This randomization procedure keeps the set of encoded amino acids unchanged, but changes the underlying codons and their relative proportion. In particular, if there are base pairs between the codon positions of two triplet columns, they are likely to be destroyed in the randomization procedure. This randomization procedure may alter the dinucleotide distribution in each sequence. However, as RNA-Decoder's predictions do not depend on the dinucleotide distribution of each sequence (as it does not predict the mfe structure), but rather on the evolutionary pattern in the alignment of sequences, the dinucleotide distribution within each sequence does not have to be conserved in the randomization process.

### Structure prediction

RNA-Decoder (29,30) is used to detect evolutionarily conserved secondary structure in the mRNA alignments. RNA-Decoder is the first and so far only prediction program that comparatively predicts secondary structure by explicitly taking the known protein-coding context of the input alignment into account. This is an important feature, as other comparative secondary structure prediction programs, such as RNAalifold (38) and Pfold (39), have difficulty in detecting conserved secondary structure in regions with two different evolutionary constraints (30).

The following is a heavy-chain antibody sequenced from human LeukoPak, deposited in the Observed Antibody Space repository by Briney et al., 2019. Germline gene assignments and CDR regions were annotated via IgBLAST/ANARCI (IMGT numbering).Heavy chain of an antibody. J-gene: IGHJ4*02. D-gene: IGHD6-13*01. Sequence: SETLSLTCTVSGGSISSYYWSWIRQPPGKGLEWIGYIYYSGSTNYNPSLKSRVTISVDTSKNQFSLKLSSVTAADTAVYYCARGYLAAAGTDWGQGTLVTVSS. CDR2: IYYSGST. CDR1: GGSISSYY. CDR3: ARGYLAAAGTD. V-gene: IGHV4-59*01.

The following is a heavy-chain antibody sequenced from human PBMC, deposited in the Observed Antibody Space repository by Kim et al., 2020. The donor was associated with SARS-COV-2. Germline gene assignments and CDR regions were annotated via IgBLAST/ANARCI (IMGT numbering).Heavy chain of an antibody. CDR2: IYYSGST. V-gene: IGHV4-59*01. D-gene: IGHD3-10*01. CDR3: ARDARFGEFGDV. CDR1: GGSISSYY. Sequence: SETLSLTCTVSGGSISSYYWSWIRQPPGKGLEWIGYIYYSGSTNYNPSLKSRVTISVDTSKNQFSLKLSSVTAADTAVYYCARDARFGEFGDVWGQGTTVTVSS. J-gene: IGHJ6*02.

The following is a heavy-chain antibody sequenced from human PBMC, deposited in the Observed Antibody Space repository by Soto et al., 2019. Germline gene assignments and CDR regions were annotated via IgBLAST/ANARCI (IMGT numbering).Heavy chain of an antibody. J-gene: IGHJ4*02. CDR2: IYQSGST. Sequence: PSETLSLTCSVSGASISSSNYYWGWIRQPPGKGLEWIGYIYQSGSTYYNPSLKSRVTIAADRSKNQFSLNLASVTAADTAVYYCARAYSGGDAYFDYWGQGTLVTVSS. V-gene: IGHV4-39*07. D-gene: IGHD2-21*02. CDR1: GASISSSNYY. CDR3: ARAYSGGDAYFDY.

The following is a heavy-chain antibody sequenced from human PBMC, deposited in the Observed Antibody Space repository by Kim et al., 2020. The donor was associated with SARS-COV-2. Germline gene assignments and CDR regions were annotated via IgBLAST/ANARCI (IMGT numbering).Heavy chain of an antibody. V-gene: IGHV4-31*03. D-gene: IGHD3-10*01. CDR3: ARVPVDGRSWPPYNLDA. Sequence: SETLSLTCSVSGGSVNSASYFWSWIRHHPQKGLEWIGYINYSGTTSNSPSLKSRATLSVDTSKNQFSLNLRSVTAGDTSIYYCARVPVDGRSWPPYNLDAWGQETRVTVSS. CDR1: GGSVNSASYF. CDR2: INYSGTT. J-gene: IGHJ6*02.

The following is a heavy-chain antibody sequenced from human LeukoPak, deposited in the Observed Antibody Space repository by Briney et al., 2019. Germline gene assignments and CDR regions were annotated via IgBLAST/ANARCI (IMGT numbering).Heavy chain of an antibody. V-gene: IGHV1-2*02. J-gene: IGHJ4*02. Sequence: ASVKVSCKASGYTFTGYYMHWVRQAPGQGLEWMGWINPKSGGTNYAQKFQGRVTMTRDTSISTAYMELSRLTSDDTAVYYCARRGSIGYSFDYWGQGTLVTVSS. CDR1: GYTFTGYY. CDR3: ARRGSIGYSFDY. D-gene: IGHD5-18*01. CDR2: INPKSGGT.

For this study, we use a modified version of RNA-Decoder that requires a minimum stem length of 3 rather than only 2 consecutive base-pairs, thereby lowering the amount of noise.

Each mRNA alignment is partitioned into 600 bp long intervals using a step size of 200 bp. RNA-Decoder is used to predict conserved secondary structure for each sub-alignment. These individual predictions are then merged into one prediction along the entire alignment.

### Evaluating the correlation between secondary structure and codon sparseness